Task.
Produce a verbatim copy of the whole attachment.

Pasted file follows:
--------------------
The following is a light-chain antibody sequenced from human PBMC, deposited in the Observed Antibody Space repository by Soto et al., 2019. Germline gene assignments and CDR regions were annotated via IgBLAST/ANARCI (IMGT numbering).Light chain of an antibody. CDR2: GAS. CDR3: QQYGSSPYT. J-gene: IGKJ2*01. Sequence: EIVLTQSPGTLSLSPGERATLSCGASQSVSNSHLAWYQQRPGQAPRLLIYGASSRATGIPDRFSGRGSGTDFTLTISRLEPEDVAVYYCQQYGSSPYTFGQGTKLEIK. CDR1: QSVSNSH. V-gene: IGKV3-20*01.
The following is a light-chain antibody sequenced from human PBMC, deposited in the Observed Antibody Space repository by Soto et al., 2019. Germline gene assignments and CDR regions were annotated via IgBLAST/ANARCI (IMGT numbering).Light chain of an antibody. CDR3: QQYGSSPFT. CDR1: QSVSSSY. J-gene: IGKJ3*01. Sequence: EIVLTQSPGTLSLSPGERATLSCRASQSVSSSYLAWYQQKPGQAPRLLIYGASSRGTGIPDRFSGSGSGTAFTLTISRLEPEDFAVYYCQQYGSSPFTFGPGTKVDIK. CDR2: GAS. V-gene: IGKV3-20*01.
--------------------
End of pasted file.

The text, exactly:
The following is a light-chain antibody sequenced from human PBMC, deposited in the Observed Antibody Space repository by Soto et al., 2019. Germline gene assignments and CDR regions were annotated via IgBLAST/ANARCI (IMGT numbering).Light chain of an antibody. CDR2: GAS. CDR3: QQYGSSPYT. J-gene: IGKJ2*01. Sequence: EIVLTQSPGTLSLSPGERATLSCGASQSVSNSHLAWYQQRPGQAPRLLIYGASSRATGIPDRFSGRGSGTDFTLTISRLEPEDVAVYYCQQYGSSPYTFGQGTKLEIK. CDR1: QSVSNSH. V-gene: IGKV3-20*01.
The following is a light-chain antibody sequenced from human PBMC, deposited in the Observed Antibody Space repository by Soto et al., 2019. Germline gene assignments and CDR regions were annotated via IgBLAST/ANARCI (IMGT numbering).Light chain of an antibody. CDR3: QQYGSSPFT. CDR1: QSVSSSY. J-gene: IGKJ3*01. Sequence: EIVLTQSPGTLSLSPGERATLSCRASQSVSSSYLAWYQQKPGQAPRLLIYGASSRGTGIPDRFSGSGSGTAFTLTISRLEPEDFAVYYCQQYGSSPFTFGPGTKVDIK. CDR2: GAS. V-gene: IGKV3-20*01.